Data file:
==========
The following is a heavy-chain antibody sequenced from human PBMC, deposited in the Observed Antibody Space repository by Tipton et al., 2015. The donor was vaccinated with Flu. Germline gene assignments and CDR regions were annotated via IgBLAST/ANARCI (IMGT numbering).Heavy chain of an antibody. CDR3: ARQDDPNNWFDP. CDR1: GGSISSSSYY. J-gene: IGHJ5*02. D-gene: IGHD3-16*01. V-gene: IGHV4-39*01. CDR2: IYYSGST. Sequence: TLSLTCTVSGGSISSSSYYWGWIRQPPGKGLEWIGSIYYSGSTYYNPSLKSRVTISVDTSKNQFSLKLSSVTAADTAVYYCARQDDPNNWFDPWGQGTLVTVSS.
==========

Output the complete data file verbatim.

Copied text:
The following is a heavy-chain antibody sequenced from human PBMC, deposited in the Observed Antibody Space repository by Tipton et al., 2015. The donor was vaccinated with Flu. Germline gene assignments and CDR regions were annotated via IgBLAST/ANARCI (IMGT numbering).Heavy chain of an antibody. CDR3: ARQDDPNNWFDP. CDR1: GGSISSSSYY. J-gene: IGHJ5*02. D-gene: IGHD3-16*01. V-gene: IGHV4-39*01. CDR2: IYYSGST. Sequence: TLSLTCTVSGGSISSSSYYWGWIRQPPGKGLEWIGSIYYSGSTYYNPSLKSRVTISVDTSKNQFSLKLSSVTAADTAVYYCARQDDPNNWFDPWGQGTLVTVSS.